Keen analyses these commodity axioms and comes to the conclusion that
“The Commodity Axioms thus lead to the conclusion that surplus can be generated by all inputs to production, thus supporting the Neo-Ricardian and Post Keynesian approaches to production, and contradicting conventional Labor Theory of Value Marxism’s insistence that labor is the only such source. Marx’s attempt to avoid this conclusion in Capital was a logical failure, which nonetheless succeeded in convincing a century of Marxists (and their critics), chiefly by obscuring his Commodity Axioms, to leave only the Labor Axioms as his apparent legacy to economics (the historiography of this is covered in Keen 1993a and 1993b). Twentieth century Marxism thus developed--and foundered--on the basis of Marx’s Labor Axioms.” (Keen, “A Marx for Post Keynesians,” p. 9).
For example, by means of his labour axioms, Marx sees wages as determined by real phenomena: Marx’s view that the wage is on average the value of labour power which reduces to the subsistence wage is at variance with the Post Keynesian view that wages are fundamentally a monetary phenomenon determined by institutional factors (Keen, “A Marx for Post Keynesians,” p. 10). But Marx’s commodity axioms lead to the Post Keynesian view, unlike the labour axioms. Moreover, ultimately labour cannot be treated just as a commodity like any other (Keen, “A Marx for Post Keynesians,” p. 10).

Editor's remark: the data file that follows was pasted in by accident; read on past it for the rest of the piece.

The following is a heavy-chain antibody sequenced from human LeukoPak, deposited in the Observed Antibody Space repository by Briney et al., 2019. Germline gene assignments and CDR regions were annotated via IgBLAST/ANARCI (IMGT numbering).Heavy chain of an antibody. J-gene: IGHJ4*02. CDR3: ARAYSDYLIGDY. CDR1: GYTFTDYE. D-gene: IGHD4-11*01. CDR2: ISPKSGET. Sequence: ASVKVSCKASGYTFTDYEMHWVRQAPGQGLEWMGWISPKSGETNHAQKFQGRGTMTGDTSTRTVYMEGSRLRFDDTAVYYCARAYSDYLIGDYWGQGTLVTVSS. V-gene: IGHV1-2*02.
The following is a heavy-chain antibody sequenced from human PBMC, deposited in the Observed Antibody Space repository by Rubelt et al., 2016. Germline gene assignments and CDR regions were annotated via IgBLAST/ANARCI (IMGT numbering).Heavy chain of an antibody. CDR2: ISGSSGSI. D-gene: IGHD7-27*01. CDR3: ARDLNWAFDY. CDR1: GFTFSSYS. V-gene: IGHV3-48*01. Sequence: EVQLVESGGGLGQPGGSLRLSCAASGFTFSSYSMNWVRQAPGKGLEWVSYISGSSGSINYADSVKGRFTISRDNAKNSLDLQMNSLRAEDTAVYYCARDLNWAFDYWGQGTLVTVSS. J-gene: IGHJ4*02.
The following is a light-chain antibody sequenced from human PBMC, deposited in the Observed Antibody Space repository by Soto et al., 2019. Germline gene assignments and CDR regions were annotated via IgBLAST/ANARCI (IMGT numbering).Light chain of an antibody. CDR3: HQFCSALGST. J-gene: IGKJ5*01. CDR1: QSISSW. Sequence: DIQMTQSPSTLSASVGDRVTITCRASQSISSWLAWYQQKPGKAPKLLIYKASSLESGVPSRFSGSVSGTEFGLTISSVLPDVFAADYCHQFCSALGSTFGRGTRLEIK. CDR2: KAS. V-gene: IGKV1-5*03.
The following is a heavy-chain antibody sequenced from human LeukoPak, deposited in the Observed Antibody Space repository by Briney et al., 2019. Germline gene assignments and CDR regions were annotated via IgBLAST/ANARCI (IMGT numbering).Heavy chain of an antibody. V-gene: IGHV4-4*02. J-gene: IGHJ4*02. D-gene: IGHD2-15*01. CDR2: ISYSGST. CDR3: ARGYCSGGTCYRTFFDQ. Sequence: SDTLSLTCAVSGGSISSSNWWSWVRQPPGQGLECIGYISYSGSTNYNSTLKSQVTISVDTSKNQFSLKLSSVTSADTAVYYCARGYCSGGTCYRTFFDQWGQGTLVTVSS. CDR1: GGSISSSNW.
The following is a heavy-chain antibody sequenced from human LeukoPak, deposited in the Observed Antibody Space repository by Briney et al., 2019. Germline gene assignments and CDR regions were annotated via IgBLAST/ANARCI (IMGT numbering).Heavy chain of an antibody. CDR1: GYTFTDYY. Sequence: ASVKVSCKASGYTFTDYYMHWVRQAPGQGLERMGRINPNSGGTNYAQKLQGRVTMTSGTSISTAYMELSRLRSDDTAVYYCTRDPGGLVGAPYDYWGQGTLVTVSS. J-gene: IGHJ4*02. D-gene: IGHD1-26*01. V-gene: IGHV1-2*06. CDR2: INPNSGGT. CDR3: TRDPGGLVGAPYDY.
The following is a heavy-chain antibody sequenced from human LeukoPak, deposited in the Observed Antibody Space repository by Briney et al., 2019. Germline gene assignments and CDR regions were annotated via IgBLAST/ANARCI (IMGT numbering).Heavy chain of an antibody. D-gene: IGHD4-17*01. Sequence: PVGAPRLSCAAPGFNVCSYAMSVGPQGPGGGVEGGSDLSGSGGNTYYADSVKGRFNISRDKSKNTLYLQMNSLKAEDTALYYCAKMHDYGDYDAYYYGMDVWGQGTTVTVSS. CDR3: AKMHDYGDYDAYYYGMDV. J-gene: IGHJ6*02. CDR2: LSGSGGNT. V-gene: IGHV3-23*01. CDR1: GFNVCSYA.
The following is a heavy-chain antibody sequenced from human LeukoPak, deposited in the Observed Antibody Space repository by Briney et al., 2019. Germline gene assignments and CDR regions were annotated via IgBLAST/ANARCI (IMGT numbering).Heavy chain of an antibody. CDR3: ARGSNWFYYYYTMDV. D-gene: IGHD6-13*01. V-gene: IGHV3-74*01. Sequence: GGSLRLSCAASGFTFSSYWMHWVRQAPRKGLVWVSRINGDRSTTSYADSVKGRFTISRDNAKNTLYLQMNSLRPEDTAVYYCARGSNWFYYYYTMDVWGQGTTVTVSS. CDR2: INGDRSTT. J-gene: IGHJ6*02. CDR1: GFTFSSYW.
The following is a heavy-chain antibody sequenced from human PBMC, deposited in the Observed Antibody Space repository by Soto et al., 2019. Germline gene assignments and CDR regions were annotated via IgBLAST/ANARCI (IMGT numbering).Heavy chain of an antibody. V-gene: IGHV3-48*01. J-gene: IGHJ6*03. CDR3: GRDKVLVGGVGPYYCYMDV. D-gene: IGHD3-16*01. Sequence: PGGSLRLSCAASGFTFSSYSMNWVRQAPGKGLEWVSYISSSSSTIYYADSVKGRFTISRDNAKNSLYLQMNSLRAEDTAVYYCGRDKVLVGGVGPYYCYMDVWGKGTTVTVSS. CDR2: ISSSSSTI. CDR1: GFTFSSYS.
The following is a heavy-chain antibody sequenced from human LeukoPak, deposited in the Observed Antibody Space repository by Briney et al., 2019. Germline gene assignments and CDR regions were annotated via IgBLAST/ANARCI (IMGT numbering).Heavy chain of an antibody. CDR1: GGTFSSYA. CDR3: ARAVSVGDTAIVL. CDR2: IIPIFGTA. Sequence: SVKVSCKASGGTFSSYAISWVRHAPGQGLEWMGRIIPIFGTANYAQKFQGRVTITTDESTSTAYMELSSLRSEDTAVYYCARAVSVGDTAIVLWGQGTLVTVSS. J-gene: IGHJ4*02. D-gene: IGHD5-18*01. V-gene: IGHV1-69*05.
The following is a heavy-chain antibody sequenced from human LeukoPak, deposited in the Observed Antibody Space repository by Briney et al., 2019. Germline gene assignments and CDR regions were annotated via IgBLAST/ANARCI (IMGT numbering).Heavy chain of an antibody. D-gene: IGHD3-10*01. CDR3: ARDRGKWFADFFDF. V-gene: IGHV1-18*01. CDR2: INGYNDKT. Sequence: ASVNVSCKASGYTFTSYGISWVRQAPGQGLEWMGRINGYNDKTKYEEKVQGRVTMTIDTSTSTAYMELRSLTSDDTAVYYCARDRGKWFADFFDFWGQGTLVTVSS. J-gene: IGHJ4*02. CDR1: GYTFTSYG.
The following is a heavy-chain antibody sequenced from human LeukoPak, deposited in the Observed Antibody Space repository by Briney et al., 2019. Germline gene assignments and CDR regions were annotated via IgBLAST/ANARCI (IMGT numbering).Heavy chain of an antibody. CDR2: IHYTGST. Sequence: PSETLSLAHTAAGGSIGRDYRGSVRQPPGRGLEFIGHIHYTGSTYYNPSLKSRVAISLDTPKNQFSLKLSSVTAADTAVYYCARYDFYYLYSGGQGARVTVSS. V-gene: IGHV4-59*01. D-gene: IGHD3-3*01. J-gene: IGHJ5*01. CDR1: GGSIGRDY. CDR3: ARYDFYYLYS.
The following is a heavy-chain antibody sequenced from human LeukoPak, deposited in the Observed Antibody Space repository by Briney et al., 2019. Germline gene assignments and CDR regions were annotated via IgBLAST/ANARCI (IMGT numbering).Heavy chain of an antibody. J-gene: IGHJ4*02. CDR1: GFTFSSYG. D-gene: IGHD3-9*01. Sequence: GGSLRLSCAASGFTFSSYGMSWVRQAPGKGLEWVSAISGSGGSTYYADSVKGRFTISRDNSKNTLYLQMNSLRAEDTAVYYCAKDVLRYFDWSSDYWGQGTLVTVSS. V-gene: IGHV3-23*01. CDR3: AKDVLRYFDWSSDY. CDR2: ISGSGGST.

Another useful insight that Marx had in his “Commodity Axioms” was that in capitalism the capitalists want more money as the ultimate aim of production, so that there is a “Circuit of Capital” in which money is used to buy factor input commodities and then these are used to create an output commodity which is then sold to obtain more money (which can be expressed as M – C – M). This insight was “about the only aspect of Marx’s thought for which Keynes expressed admiration” (Keen, “A Marx for Post Keynesians,” p. 7, n. 10).

I am not so sure about the value of these “Commodity Axioms.” Axiom (5) seems untrue to me, and would be better stated:
(5) in cost-based, mark-up price markets, the exchange-value of a commodity is based on total costs, but not identical to it.
Keen himself seems to admit that axiom 6 is unsatisfactory and proposes this axiom:
“1) Labor-power is both a commodity and a non-commodity, giving rise to a dialectic of labor, which determines the wage.” Keen, “A Marx for Post Keynesians,” p. 7, n. 11).
So, all in all, the case for basing Post Keynesian economics on the original “Commodity Axioms” seems problematic.

Steve Keen, “A Marx for Post Keynesians,”

1 comment:

  1. Yes, Keen's reading of Marx is really not strong, and his reduction to axioms is specious. For example, "L2" is flat-out wrong, L4 is basically meaningless without any sort of clarification on what "direct" or "indirect mean (I suspect he's using a dual-system approach and thus breaking down a commodity into "dated labor," something you won't find in Marx), C5 conflates value with exchange value (and even then is wrong), and more.

    I think the real worth of the essay is the general thrust of commonality: realism, dynamism, relationality, effective demand, endogenous money, etc.